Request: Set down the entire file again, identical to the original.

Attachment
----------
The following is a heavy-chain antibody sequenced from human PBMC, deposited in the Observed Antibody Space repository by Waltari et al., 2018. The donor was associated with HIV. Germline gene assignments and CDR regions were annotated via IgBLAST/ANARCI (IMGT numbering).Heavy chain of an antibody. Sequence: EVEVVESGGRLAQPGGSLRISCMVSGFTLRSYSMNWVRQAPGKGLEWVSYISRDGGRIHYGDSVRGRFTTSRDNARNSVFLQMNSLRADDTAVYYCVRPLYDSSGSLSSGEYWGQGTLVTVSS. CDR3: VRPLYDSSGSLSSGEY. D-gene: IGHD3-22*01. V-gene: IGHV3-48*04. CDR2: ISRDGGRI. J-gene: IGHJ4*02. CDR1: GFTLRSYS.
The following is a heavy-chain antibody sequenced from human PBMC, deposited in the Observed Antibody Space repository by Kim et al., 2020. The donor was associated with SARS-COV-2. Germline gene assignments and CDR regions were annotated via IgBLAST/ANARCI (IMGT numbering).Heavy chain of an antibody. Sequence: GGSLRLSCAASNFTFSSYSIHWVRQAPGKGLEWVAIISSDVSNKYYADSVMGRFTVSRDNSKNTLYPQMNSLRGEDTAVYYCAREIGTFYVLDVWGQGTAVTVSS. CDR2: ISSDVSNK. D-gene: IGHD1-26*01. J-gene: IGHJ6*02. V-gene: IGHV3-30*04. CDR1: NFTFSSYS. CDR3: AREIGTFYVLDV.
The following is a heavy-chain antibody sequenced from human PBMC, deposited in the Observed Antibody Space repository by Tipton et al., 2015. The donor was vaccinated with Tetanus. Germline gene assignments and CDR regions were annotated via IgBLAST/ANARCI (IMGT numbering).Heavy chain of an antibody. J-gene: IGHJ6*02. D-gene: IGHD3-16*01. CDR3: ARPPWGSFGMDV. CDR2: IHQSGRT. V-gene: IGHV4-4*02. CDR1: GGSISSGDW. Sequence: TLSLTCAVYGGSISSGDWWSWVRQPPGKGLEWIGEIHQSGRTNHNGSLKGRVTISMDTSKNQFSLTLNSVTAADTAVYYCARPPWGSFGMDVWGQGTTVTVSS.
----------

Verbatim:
The following is a heavy-chain antibody sequenced from human PBMC, deposited in the Observed Antibody Space repository by Waltari et al., 2018. The donor was associated with HIV. Germline gene assignments and CDR regions were annotated via IgBLAST/ANARCI (IMGT numbering).Heavy chain of an antibody. Sequence: EVEVVESGGRLAQPGGSLRISCMVSGFTLRSYSMNWVRQAPGKGLEWVSYISRDGGRIHYGDSVRGRFTTSRDNARNSVFLQMNSLRADDTAVYYCVRPLYDSSGSLSSGEYWGQGTLVTVSS. CDR3: VRPLYDSSGSLSSGEY. D-gene: IGHD3-22*01. V-gene: IGHV3-48*04. CDR2: ISRDGGRI. J-gene: IGHJ4*02. CDR1: GFTLRSYS.
The following is a heavy-chain antibody sequenced from human PBMC, deposited in the Observed Antibody Space repository by Kim et al., 2020. The donor was associated with SARS-COV-2. Germline gene assignments and CDR regions were annotated via IgBLAST/ANARCI (IMGT numbering).Heavy chain of an antibody. Sequence: GGSLRLSCAASNFTFSSYSIHWVRQAPGKGLEWVAIISSDVSNKYYADSVMGRFTVSRDNSKNTLYPQMNSLRGEDTAVYYCAREIGTFYVLDVWGQGTAVTVSS. CDR2: ISSDVSNK. D-gene: IGHD1-26*01. J-gene: IGHJ6*02. V-gene: IGHV3-30*04. CDR1: NFTFSSYS. CDR3: AREIGTFYVLDV.
The following is a heavy-chain antibody sequenced from human PBMC, deposited in the Observed Antibody Space repository by Tipton et al., 2015. The donor was vaccinated with Tetanus. Germline gene assignments and CDR regions were annotated via IgBLAST/ANARCI (IMGT numbering).Heavy chain of an antibody. J-gene: IGHJ6*02. D-gene: IGHD3-16*01. CDR3: ARPPWGSFGMDV. CDR2: IHQSGRT. V-gene: IGHV4-4*02. CDR1: GGSISSGDW. Sequence: TLSLTCAVYGGSISSGDWWSWVRQPPGKGLEWIGEIHQSGRTNHNGSLKGRVTISMDTSKNQFSLTLNSVTAADTAVYYCARPPWGSFGMDVWGQGTTVTVSS.